Respect For Customers

Pretty Woman Shopping

This post was originally written sometime ago but it has seemed to connect with my latest post.

If I had a penny for every time I have been treated like this here, I would be a millionaire by now.

The first time I showed up carrying my son in a baby carrier to a mother’s group, rather than turning up in a four-wheel-drive, particularly sticks in my mind. I got looked at like something which had crawled out of the woodwork.

The times I have entered perfectly ordinary shops and have felt I was being treated like a shoplifter, are too numerous to mention. Now for something they don’t tell you about Australia – bag searches are routine here. The first time it happened I was out here as a backpacker. I was food shopping in Byron Bay and they had asked to look in my bag and that of my friend. We treated it as a bit of a giggle at the time. We had believed it was an anomaly. It is not.

I remember struggling around with two toddlers and a push chair and being subjected to a bag searches on numerous occasions. I was actually asked on one occasion, while paying for goods in a supermarket, to empty my bags. I had believed the cashier was quite nice, but she had seemed to be being encouraged by her supervisor to behave that way. I was used to shops asking for a cursary glance in bags, but this had been deliberate and humiliating.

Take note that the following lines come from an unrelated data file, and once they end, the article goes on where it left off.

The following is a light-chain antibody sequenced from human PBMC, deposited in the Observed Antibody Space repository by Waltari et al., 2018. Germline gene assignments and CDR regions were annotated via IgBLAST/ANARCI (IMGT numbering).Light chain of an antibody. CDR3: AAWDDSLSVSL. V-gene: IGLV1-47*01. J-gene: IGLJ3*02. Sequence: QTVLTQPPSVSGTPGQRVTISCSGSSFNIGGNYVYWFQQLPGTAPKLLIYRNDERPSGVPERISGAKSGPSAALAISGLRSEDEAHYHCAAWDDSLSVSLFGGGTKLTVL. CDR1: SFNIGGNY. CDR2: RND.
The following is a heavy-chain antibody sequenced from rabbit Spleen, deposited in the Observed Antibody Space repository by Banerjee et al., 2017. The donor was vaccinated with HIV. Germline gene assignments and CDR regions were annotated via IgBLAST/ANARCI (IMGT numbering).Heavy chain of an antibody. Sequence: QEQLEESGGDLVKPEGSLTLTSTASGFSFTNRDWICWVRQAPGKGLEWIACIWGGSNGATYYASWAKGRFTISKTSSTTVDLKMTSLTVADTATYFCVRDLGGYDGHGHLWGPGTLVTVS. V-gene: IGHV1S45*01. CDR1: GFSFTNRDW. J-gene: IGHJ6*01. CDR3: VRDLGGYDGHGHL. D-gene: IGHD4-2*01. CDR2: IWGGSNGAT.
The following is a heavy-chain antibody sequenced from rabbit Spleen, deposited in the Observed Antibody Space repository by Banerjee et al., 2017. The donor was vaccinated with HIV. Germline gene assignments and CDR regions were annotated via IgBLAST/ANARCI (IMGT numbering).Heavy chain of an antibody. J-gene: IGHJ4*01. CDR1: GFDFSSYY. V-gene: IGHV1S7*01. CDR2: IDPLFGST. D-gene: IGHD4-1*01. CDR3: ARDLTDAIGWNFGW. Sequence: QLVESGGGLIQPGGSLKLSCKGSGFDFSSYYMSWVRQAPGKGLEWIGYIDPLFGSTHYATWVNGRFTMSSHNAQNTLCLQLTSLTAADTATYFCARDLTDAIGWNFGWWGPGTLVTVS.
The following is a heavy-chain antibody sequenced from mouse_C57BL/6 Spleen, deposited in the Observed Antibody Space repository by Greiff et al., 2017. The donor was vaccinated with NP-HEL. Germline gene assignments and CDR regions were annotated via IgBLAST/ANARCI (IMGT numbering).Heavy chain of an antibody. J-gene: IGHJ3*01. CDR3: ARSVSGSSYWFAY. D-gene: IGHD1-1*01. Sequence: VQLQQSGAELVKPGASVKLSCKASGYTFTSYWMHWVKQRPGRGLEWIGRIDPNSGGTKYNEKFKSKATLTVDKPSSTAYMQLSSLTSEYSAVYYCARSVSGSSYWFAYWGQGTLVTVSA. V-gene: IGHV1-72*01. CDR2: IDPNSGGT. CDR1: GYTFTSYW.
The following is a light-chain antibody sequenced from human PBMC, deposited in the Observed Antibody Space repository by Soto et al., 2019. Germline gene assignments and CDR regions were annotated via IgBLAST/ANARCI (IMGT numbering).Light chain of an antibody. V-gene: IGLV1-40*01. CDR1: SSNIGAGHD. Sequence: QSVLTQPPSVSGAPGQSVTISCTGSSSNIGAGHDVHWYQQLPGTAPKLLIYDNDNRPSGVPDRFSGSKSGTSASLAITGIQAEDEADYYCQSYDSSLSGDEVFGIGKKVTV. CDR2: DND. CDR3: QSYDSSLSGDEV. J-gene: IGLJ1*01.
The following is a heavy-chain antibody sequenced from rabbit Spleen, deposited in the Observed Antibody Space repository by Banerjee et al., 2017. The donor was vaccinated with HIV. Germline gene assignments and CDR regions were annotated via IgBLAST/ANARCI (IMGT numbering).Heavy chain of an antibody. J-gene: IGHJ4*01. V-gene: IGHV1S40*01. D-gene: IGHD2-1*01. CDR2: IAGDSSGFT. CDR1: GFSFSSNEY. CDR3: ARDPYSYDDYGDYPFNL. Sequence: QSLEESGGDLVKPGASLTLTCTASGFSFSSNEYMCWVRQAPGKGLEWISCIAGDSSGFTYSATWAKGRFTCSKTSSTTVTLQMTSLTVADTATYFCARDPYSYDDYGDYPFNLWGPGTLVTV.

I was shaking by the time I had left the store. A kindly Irish woman outside had cheered me up. When I had reached home, I had been ready to ring the head office to complain but had instead rung to speak to the store manager first. He could not have been nicer and had apologised. He had also told me to ask for him personally, should there be any future issues. Another time I had bought my son an ant farm for Christmas in another shop and I was chased down the street because they had happened to sell ant farms too. I had marched back to the shop and had demanded they go through my bags. I had got an apology. I have my own theories about this kind of behaviour.

My youngsters have friends who work in shops. Shop-lifting is indeed a major issue. I witnessed a nasty incudent in a charity shop one day. However that does not give shops licence to treat legitimate, paying customers like criminals. I realise the area had to deal with some difficult people but I would argue that treating ordinary customers this way, is not the answer. It is clear to me why customers decide it is just far less hassle to shop online. At the moment my policy is, you don’t get to be obnoxious to me twice, I just never visit there again.

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